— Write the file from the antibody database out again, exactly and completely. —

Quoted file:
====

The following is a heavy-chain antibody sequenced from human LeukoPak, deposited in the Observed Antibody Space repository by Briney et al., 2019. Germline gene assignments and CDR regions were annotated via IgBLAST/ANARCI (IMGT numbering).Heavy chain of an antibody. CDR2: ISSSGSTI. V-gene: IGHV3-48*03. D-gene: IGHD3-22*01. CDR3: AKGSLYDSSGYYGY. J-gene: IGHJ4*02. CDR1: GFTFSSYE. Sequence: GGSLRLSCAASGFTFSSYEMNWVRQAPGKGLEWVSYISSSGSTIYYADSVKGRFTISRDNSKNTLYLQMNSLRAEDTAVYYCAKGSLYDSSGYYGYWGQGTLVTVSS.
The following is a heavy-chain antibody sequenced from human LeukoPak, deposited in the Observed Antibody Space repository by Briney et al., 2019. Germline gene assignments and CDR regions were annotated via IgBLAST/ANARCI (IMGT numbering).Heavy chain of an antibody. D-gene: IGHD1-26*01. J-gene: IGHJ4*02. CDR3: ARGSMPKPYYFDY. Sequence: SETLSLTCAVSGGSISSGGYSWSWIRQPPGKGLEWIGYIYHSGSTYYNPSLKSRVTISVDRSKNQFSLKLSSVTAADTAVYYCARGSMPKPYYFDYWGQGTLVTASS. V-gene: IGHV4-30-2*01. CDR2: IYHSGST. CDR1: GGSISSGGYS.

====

The following is a heavy-chain antibody sequenced from human LeukoPak, deposited in the Observed Antibody Space repository by Briney et al., 2019. Germline gene assignments and CDR regions were annotated via IgBLAST/ANARCI (IMGT numbering).Heavy chain of an antibody. CDR2: ISSSGSTI. V-gene: IGHV3-48*03. D-gene: IGHD3-22*01. CDR3: AKGSLYDSSGYYGY. J-gene: IGHJ4*02. CDR1: GFTFSSYE. Sequence: GGSLRLSCAASGFTFSSYEMNWVRQAPGKGLEWVSYISSSGSTIYYADSVKGRFTISRDNSKNTLYLQMNSLRAEDTAVYYCAKGSLYDSSGYYGYWGQGTLVTVSS.
The following is a heavy-chain antibody sequenced from human LeukoPak, deposited in the Observed Antibody Space repository by Briney et al., 2019. Germline gene assignments and CDR regions were annotated via IgBLAST/ANARCI (IMGT numbering).Heavy chain of an antibody. D-gene: IGHD1-26*01. J-gene: IGHJ4*02. CDR3: ARGSMPKPYYFDY. Sequence: SETLSLTCAVSGGSISSGGYSWSWIRQPPGKGLEWIGYIYHSGSTYYNPSLKSRVTISVDRSKNQFSLKLSSVTAADTAVYYCARGSMPKPYYFDYWGQGTLVTASS. V-gene: IGHV4-30-2*01. CDR2: IYHSGST. CDR1: GGSISSGGYS.